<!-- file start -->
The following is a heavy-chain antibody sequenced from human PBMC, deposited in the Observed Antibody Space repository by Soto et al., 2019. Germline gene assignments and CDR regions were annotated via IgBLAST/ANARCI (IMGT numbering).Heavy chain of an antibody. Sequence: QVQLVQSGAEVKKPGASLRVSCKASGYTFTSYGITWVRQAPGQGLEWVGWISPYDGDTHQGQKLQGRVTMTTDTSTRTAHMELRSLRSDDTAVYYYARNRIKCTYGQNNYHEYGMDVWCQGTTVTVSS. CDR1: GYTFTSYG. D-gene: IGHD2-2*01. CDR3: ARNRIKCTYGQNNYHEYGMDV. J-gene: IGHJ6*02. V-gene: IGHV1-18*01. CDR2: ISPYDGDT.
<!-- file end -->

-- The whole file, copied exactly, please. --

The following is a heavy-chain antibody sequenced from human PBMC, deposited in the Observed Antibody Space repository by Soto et al., 2019. Germline gene assignments and CDR regions were annotated via IgBLAST/ANARCI (IMGT numbering).Heavy chain of an antibody. Sequence: QVQLVQSGAEVKKPGASLRVSCKASGYTFTSYGITWVRQAPGQGLEWVGWISPYDGDTHQGQKLQGRVTMTTDTSTRTAHMELRSLRSDDTAVYYYARNRIKCTYGQNNYHEYGMDVWCQGTTVTVSS. CDR1: GYTFTSYG. D-gene: IGHD2-2*01. CDR3: ARNRIKCTYGQNNYHEYGMDV. J-gene: IGHJ6*02. V-gene: IGHV1-18*01. CDR2: ISPYDGDT.